During this hiatus, there was an unexpected development. Another Lauren Bacall film, Confidential Agent, was released and bombed badly. Bacall's performance was reviewed as "immature", "shrill", "woefully miscast", and "shallow". (In modern terms, it would be similar to Julia Stiles playing the head of the CIA's Paris operation in The Bourne Identity. Bacall was barely out of her teens and was cast as a sophisticate, with laughable results.) Bacall's agent knew that her career was in trouble, and knew that some scenes in the unreleased version of The Big Sleep would heighten her problems, particularly a scene in which she wore a preposterous veil. He suggested to Warner that they refilm some scenes to take advantage of Bacall's emerging confidence, that they make Bacall more prominent in other scenes by using more close-ups of her, and that they replace the veil scene entirely. The studio agreed, and made substantial changes, including calling the actors back to film some completely new scenes a year after the original shooting.

DVD info from Amazon.

  • Full-screen format

  • two complete versions of the movie

  • a documentary on the changes made to the original pre-release version

Bacall's agent had been correct. The new scenes were far superior for his client's reputation and for the film in general. The silly veil scene was replaced by the restaurant scene which I quoted above and which is now considered a classic.

The film's strengths became even stronger.

But one of the consequences of the re-cutting was that the plot became even more incomprehensible.  In the first version, there was a scene about halfway through the movie in which Marlowe/Bogart gave a truthful statement to the D.A., thus explaining everything which had happened up until that point. For reasons not completely clear to me, that scene was cut, and two unfortunate actors were cut completely out of one of the most famous films in history! 

The film's weakness became even weaker.

The Critics Vote

  • General consensus: a classic.  The Washington Post called it "an unqualified masterpiece". The BBC, on the other hand, actually watched the film, and scored it 3/5. Ebert and Berardinelli both include it in their all-time best, although fully aware of the film's weaknesses, arguing that the strong points are far more important.


The People Vote ...

  • IMDB summary. IMDb voters score it 8.2/10, just out of the all-time Top 100. It is good, but not that good. For the ultimate Bogie private eye film, check out The Maltese Falcon.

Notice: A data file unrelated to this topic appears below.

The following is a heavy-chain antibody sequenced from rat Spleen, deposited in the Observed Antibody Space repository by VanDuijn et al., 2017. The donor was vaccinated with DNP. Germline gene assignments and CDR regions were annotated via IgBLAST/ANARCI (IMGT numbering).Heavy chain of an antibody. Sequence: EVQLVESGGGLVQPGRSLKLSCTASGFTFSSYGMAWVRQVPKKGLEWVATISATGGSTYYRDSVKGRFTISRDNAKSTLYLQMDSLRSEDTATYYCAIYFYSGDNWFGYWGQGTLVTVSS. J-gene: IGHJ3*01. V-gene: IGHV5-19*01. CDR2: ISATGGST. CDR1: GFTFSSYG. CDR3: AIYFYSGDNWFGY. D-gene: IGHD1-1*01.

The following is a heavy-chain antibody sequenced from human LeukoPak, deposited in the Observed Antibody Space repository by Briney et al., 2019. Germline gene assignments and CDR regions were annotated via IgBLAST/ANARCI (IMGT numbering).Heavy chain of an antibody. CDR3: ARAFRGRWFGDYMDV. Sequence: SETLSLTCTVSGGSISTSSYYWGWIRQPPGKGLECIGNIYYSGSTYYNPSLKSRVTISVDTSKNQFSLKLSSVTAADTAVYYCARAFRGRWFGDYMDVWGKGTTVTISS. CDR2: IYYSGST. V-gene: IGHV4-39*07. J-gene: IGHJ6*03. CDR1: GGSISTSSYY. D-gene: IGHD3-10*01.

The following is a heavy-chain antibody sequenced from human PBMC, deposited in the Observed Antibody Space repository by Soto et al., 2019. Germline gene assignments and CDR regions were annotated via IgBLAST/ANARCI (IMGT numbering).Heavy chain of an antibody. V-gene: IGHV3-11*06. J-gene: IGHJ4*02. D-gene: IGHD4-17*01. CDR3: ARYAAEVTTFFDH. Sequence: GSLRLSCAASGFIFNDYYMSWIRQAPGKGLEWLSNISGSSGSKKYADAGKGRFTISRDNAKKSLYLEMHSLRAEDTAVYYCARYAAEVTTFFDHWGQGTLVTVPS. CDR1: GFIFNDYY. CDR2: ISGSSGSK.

IMDb guideline: 7.5 usually indicates a level of excellence, about like three and a half stars from the critics. 6.0 usually indicates lukewarm watchability, about like two and a half stars from the critics. The fives are generally not worthwhile unless they are really your kind of material, about like two stars from the critics. Films under five are generally awful even if you like that kind of film, equivalent to about one and a half stars from the critics or less, depending on just how far below five the rating is.

My own guideline: A means the movie is so good it will appeal to you even if you hate the genre. B means the movie is not good enough to win you over if you hate the genre, but is good enough to do so if you have an open mind about this type of film. C means it will only appeal to genre addicts, and has no crossover appeal. D means you'll hate it even if you like the genre. E means that you'll hate it even if you love the genre. F means that the film is not only unappealing across-the-board, but technically inept as well.

Based on this description, this film is a C+. A classic of atmosphere, sexy banter, and characterization. It is also completely incomprehensible gibberish, which most people will find confusing and frustrating. Mainstream viewers: watch the great scenes on the highlight reels and skip the movie itself. Film buffs: ignore that advice. You have to own this DVD. It contains the complete 1945 version, the complete 1946 version, and a detailed documentary explaining the history behind and the consequences of the various changes.